The education ministry has made public the prefecture-by-prefecture average scores of annual nationwide achievements tests carried out in April. The tests, which were begun in 2007 and cover sixth graders at elementary schools and third-year students at junior high schools, gauge their basic knowledge in Japanese, mathematics and science as well as their ability to apply the knowledge.
The ministry boasts that the gap between the average scores of the bottom three prefectures and the national average has narrowed from last year.
However, the ministry’s decision this year to start allowing municipal boards of education to make public the average test scores of individual public schools is problematic.
The ministry should rethink the policy because the disclosure of such information could skew the direction and goals of school education by fanning excessive competition among schools.
The education ministry has attached conditions to the disclosure. Municipal boards of education cannot produce a table just showing the test results, nor can they arrange the order of schools in accordance with the results.
They are also required to attach an analysis of the test results and offer measures for improving scores when they make public average scores for each school. That decision was apparently made in consideration of the accountability of the education authorities to parents and local residents.
Some 2.15 million students took part in the April tests, which were held at a cost of ¥5.5 billion. It is understandable that some parents would want indications of the scholastic situation of the schools their children attend.
Some chiefs of local governments also want the disclosure of test results as a means to spur school administrators and teachers to make more strenuous efforts to improve the scores of their students.
In October 2008, Osaka Gov. Toru Hashimoto made public average scores municipality by municipality. Other local governments followed with similar moves and attempts.
Although these moves were in violation of the education ministry’s rules at that time in running the tests, they eventually pressured the ministry into changing the rules in favor of the conditional disclosure beginning this year.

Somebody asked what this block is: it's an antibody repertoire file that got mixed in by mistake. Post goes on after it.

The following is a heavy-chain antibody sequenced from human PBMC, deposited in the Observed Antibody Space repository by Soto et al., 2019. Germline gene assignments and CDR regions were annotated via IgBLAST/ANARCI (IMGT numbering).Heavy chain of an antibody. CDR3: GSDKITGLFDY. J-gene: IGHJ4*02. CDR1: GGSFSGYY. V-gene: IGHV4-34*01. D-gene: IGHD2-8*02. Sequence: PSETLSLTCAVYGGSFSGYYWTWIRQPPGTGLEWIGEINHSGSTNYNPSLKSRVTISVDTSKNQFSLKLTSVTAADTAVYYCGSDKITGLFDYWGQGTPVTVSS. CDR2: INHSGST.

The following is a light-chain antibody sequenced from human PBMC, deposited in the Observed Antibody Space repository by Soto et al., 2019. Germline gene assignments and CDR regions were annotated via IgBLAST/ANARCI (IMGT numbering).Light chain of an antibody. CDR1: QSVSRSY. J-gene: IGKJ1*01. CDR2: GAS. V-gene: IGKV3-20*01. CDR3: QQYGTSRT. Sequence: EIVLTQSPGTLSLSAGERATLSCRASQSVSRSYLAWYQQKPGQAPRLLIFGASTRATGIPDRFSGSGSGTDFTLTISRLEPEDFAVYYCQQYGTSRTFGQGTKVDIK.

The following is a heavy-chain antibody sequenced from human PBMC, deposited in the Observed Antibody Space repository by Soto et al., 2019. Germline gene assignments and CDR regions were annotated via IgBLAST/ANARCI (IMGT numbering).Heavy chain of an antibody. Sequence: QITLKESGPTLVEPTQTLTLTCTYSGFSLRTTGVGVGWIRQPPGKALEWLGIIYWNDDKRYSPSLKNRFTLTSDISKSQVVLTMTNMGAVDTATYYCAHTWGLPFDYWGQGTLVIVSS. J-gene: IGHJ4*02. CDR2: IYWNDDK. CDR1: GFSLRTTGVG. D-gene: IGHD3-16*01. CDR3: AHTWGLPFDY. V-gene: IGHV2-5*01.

Last year, Shizuoka Gov. Heita Kawakatsu attempted to disclose the names of the principals at 100 elementary schools that performed poorly in the “A” test for Japanese language, which gauges students’ basic knowledge.
Facing opposition, he ended up making public the names of the principals at 86 schools that performed well.
This year, the governor disclosed the names of the principals at 262 of the 506 elementary schools in his prefecture whose average score in the “A” test for Japanese was above national average.
Also disclosed were the average scores of individual elementary schools in the 35 cities and towns of the prefecture.
He authorized these disclosures without the consent of the prefectural board of education, thus inviting criticism from the education ministry.
However, the ministry’s policy itself seems defective. Once municipal education boards disclose the average scores of individual schools in accordance with the ministry’s rules, it is easy for third parties to make an ordered list of schools based on their test results.
Ranking schools in this way would increase pressure from parents and heads of local governments on the schools and boards of education to improve test scores. And this could narrow the scope of school education.
Parents and local authorities should keep in mind that the achievement tests alone cannot measure the overall ability of children.
In a Kyodo News survey in late July, only two of the boards of education in the nation’s 20 major cities — in Osaka and Okayama — said they would make public both the names of schools and their average test scores.
The survey result indicates that many boards of eduction are aware of the potential harm caused by disclosure of the test results at each school.
The education ministry should think whether the nationwide achievement tests assist teachers’ efforts to rouse children’s interest in learning and to improve their overall ability, including the ability to think and to cooperate with others, free from outside pressures.
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